Timothy Krueger, a former drug addict, entered Oregon’s prison system in January 2017 after pleading guilty to driving with a revoked license. He was sentenced to two years, but based on time served and the possibility of a reduction in time due to good behavior, Krueger had an expected release date of July 20, 2018.
Throughout Krueger’s time in AIP, the NDN counselor responsible for overseeing Krueger’s rehabilitation showed hostility toward his Christian faith, refusing to let him discuss its role in his rehabilitation. Krueger completed the program and even received a certificate and a medallion; however, the counselor later revoked the certificate and medallion. Based on the counselor’s recommendation, ODOC extended Krueger’s stay in AIP, and the counselor eventually flunked him out of the program due to a “lack of progress.” The counselor, who repeatedly accused Krueger of using his religion “as a crutch,” and NDN, supervised by ODOC, collectively denied Krueger the early release he had rightfully earned.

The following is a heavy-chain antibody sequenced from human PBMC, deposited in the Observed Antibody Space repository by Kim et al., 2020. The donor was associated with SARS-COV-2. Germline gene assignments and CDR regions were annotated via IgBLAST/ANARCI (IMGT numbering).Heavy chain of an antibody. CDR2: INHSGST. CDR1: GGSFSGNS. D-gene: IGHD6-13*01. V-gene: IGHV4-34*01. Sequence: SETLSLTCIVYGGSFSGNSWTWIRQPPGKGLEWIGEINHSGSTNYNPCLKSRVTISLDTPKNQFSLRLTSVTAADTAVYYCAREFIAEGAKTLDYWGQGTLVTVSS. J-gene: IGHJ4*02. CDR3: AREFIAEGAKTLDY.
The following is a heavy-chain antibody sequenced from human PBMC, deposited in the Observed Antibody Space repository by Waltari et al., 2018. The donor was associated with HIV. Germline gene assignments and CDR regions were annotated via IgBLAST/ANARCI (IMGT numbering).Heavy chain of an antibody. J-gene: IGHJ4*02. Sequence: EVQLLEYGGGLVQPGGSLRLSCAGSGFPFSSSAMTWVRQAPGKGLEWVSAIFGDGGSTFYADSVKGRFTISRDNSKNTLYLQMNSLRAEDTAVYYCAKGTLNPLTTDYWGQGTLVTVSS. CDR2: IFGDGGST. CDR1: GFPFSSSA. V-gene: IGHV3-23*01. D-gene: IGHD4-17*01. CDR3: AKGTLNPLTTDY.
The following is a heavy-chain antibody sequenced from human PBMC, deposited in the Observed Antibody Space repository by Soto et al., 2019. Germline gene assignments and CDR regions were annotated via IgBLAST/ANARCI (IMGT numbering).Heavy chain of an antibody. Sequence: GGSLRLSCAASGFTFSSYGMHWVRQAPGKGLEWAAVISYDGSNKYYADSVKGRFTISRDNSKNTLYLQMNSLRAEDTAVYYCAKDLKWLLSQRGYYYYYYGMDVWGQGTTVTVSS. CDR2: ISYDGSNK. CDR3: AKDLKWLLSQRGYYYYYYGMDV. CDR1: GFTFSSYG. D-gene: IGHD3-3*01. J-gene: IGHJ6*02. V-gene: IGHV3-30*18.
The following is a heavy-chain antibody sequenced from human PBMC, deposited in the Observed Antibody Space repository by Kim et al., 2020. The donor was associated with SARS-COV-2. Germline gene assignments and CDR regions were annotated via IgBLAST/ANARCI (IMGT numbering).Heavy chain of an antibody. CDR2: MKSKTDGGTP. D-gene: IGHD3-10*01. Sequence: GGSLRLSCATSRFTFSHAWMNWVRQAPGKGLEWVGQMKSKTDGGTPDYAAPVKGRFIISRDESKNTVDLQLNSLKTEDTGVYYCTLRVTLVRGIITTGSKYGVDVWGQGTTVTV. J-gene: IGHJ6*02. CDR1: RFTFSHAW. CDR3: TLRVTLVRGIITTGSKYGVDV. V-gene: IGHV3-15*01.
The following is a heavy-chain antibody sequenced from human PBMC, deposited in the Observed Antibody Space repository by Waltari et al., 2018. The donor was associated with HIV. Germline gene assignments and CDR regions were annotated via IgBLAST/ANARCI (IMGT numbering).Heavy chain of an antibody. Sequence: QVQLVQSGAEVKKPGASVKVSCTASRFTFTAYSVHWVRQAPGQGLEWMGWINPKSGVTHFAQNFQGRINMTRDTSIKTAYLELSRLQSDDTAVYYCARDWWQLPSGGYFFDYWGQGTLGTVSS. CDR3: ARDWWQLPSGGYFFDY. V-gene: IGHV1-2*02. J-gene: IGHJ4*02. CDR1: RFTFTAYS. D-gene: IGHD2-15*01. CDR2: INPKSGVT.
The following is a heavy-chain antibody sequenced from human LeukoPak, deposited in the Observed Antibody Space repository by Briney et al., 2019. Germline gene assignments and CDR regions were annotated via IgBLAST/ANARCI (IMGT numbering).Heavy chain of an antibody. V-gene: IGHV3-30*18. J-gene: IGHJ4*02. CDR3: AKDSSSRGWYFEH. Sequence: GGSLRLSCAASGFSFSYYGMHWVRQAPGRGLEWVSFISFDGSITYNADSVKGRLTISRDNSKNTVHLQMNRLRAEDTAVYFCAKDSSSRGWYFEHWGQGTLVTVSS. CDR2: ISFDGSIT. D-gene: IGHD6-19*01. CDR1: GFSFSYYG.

“Recent U.S. Supreme Court decisions have made clear that governments and their agents are not to show hostility to individuals based on their religious beliefs,” PJI president Brad Dacus said. “That includes prison inmates. The law recognizes that religion can have a positive impact on inmates in their efforts to rehabilitate themselves. The Defendants in this case effectively punished Timothy Krueger for turning to Christianity to turn his life around, and they must be held accountable for that.”
PJI staff attorney Ray Hacke, operating out of PJI’s Oregon office, filed the lawsuit seeking damages against those parties, as well as Powder River’s superintendent, in the U.S. District Court for the District of Oregon’s Pendleton Division.